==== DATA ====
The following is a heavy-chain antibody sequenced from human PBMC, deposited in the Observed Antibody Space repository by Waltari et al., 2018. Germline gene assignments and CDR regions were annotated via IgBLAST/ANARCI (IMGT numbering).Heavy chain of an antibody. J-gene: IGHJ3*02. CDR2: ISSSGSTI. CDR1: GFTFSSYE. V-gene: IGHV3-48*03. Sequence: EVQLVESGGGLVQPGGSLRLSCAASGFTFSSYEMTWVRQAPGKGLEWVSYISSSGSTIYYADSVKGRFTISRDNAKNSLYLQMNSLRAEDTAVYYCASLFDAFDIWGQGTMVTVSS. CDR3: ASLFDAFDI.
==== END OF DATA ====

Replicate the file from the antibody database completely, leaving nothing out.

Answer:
The following is a heavy-chain antibody sequenced from human PBMC, deposited in the Observed Antibody Space repository by Waltari et al., 2018. Germline gene assignments and CDR regions were annotated via IgBLAST/ANARCI (IMGT numbering).Heavy chain of an antibody. J-gene: IGHJ3*02. CDR2: ISSSGSTI. CDR1: GFTFSSYE. V-gene: IGHV3-48*03. Sequence: EVQLVESGGGLVQPGGSLRLSCAASGFTFSSYEMTWVRQAPGKGLEWVSYISSSGSTIYYADSVKGRFTISRDNAKNSLYLQMNSLRAEDTAVYYCASLFDAFDIWGQGTMVTVSS. CDR3: ASLFDAFDI.